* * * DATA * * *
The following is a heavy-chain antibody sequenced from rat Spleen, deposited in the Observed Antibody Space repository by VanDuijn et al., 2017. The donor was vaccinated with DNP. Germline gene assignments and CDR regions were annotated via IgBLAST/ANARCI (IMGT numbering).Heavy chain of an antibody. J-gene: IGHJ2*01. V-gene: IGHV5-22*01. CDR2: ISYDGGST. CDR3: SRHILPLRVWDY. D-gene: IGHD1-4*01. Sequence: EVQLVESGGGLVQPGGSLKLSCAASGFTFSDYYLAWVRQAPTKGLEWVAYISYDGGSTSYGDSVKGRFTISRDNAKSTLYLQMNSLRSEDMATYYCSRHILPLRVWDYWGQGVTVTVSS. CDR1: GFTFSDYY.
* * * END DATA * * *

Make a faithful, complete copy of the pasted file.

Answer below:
The following is a heavy-chain antibody sequenced from rat Spleen, deposited in the Observed Antibody Space repository by VanDuijn et al., 2017. The donor was vaccinated with DNP. Germline gene assignments and CDR regions were annotated via IgBLAST/ANARCI (IMGT numbering).Heavy chain of an antibody. J-gene: IGHJ2*01. V-gene: IGHV5-22*01. CDR2: ISYDGGST. CDR3: SRHILPLRVWDY. D-gene: IGHD1-4*01. Sequence: EVQLVESGGGLVQPGGSLKLSCAASGFTFSDYYLAWVRQAPTKGLEWVAYISYDGGSTSYGDSVKGRFTISRDNAKSTLYLQMNSLRSEDMATYYCSRHILPLRVWDYWGQGVTVTVSS. CDR1: GFTFSDYY.